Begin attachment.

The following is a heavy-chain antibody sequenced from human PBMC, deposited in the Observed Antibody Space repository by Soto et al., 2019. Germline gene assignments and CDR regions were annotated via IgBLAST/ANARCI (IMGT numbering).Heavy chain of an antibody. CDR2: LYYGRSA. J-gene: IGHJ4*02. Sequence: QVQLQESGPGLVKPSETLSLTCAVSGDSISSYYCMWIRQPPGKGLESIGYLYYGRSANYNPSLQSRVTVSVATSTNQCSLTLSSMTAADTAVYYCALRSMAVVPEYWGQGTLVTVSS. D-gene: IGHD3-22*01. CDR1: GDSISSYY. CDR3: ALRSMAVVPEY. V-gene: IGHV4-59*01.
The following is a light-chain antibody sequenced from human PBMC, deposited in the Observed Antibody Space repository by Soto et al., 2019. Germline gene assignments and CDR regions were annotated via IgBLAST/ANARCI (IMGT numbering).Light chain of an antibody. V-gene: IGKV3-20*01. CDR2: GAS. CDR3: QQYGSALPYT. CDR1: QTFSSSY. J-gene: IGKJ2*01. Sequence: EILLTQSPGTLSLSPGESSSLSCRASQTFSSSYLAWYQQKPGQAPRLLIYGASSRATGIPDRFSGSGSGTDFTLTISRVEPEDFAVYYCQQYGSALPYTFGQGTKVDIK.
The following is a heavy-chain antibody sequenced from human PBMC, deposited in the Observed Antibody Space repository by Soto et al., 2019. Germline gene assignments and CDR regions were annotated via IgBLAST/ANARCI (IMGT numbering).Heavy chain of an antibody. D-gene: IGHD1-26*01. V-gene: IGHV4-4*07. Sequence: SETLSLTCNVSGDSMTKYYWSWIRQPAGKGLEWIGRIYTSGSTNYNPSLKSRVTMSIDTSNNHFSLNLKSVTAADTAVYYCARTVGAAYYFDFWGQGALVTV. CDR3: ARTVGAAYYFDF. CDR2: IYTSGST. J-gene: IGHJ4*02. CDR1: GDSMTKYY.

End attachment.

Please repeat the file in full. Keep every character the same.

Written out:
The following is a heavy-chain antibody sequenced from human PBMC, deposited in the Observed Antibody Space repository by Soto et al., 2019. Germline gene assignments and CDR regions were annotated via IgBLAST/ANARCI (IMGT numbering).Heavy chain of an antibody. CDR2: LYYGRSA. J-gene: IGHJ4*02. Sequence: QVQLQESGPGLVKPSETLSLTCAVSGDSISSYYCMWIRQPPGKGLESIGYLYYGRSANYNPSLQSRVTVSVATSTNQCSLTLSSMTAADTAVYYCALRSMAVVPEYWGQGTLVTVSS. D-gene: IGHD3-22*01. CDR1: GDSISSYY. CDR3: ALRSMAVVPEY. V-gene: IGHV4-59*01.
The following is a light-chain antibody sequenced from human PBMC, deposited in the Observed Antibody Space repository by Soto et al., 2019. Germline gene assignments and CDR regions were annotated via IgBLAST/ANARCI (IMGT numbering).Light chain of an antibody. V-gene: IGKV3-20*01. CDR2: GAS. CDR3: QQYGSALPYT. CDR1: QTFSSSY. J-gene: IGKJ2*01. Sequence: EILLTQSPGTLSLSPGESSSLSCRASQTFSSSYLAWYQQKPGQAPRLLIYGASSRATGIPDRFSGSGSGTDFTLTISRVEPEDFAVYYCQQYGSALPYTFGQGTKVDIK.
The following is a heavy-chain antibody sequenced from human PBMC, deposited in the Observed Antibody Space repository by Soto et al., 2019. Germline gene assignments and CDR regions were annotated via IgBLAST/ANARCI (IMGT numbering).Heavy chain of an antibody. D-gene: IGHD1-26*01. V-gene: IGHV4-4*07. Sequence: SETLSLTCNVSGDSMTKYYWSWIRQPAGKGLEWIGRIYTSGSTNYNPSLKSRVTMSIDTSNNHFSLNLKSVTAADTAVYYCARTVGAAYYFDFWGQGALVTV. CDR3: ARTVGAAYYFDF. CDR2: IYTSGST. J-gene: IGHJ4*02. CDR1: GDSMTKYY.